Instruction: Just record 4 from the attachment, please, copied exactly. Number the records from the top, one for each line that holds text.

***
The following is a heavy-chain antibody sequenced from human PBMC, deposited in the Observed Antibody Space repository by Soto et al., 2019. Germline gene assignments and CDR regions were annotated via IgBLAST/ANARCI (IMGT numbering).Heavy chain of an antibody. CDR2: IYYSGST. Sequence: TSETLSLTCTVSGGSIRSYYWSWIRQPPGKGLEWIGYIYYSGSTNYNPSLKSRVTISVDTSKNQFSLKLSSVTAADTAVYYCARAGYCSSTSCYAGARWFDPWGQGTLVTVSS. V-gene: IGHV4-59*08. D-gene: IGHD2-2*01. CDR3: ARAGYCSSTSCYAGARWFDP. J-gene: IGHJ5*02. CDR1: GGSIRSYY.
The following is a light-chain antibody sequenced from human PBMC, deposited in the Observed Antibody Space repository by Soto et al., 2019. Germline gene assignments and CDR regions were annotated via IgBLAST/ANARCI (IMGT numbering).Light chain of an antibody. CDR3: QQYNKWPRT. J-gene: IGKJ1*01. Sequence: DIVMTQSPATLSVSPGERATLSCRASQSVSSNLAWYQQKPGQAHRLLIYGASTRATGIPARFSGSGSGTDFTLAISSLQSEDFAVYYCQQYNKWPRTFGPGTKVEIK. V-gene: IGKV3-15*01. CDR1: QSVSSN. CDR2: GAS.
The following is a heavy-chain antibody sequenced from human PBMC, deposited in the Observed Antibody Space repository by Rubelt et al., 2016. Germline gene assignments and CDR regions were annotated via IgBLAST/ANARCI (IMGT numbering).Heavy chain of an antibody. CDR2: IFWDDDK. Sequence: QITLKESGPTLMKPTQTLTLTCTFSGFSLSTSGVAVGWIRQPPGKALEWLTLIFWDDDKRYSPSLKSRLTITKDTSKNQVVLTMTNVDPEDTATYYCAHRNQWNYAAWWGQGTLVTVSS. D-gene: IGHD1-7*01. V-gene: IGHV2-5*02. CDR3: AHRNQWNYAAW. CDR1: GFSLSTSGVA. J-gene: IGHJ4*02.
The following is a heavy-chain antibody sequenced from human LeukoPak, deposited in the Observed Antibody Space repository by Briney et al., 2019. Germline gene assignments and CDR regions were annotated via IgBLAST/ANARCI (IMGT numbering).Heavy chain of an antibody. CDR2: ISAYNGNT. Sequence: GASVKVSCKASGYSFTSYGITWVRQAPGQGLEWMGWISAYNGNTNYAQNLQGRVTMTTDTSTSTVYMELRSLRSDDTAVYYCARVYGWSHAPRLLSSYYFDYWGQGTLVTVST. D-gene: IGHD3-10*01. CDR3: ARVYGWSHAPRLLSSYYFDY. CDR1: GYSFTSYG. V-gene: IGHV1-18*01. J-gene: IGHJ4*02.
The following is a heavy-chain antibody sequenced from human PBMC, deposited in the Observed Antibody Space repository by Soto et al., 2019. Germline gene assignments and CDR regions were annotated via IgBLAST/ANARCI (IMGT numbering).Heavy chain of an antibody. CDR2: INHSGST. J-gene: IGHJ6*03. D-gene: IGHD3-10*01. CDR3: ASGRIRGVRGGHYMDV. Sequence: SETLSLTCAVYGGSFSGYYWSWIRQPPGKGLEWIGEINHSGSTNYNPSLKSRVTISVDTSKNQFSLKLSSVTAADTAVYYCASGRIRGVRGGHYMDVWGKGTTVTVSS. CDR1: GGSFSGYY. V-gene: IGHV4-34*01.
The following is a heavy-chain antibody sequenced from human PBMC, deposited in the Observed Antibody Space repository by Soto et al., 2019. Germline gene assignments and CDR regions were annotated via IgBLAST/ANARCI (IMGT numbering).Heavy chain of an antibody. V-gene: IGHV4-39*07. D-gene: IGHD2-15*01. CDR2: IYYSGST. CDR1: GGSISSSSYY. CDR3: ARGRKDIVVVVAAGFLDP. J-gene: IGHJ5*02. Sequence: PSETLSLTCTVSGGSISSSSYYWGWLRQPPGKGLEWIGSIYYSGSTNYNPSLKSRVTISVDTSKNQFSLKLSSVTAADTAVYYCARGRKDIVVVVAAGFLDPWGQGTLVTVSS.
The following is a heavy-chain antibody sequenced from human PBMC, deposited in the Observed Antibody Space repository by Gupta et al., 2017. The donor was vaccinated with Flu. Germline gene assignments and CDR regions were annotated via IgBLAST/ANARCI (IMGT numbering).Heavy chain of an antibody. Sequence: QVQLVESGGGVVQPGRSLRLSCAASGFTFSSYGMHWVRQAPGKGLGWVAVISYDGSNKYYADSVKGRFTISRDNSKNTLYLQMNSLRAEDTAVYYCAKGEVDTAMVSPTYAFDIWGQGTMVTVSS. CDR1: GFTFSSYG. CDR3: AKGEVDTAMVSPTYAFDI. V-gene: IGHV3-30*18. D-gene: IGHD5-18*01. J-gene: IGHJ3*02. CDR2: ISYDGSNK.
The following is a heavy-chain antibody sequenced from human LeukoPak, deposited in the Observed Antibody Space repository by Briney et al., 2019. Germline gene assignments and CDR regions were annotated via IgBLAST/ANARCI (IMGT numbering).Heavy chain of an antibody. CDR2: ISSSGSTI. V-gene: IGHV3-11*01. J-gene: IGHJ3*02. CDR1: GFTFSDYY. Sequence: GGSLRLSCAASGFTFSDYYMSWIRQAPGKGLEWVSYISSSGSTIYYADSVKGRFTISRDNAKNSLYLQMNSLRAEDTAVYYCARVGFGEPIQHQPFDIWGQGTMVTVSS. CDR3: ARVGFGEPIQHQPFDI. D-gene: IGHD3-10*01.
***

The following is a heavy-chain antibody sequenced from human LeukoPak, deposited in the Observed Antibody Space repository by Briney et al., 2019. Germline gene assignments and CDR regions were annotated via IgBLAST/ANARCI (IMGT numbering).Heavy chain of an antibody. CDR2: ISAYNGNT. Sequence: GASVKVSCKASGYSFTSYGITWVRQAPGQGLEWMGWISAYNGNTNYAQNLQGRVTMTTDTSTSTVYMELRSLRSDDTAVYYCARVYGWSHAPRLLSSYYFDYWGQGTLVTVST. D-gene: IGHD3-10*01. CDR3: ARVYGWSHAPRLLSSYYFDY. CDR1: GYSFTSYG. V-gene: IGHV1-18*01. J-gene: IGHJ4*02.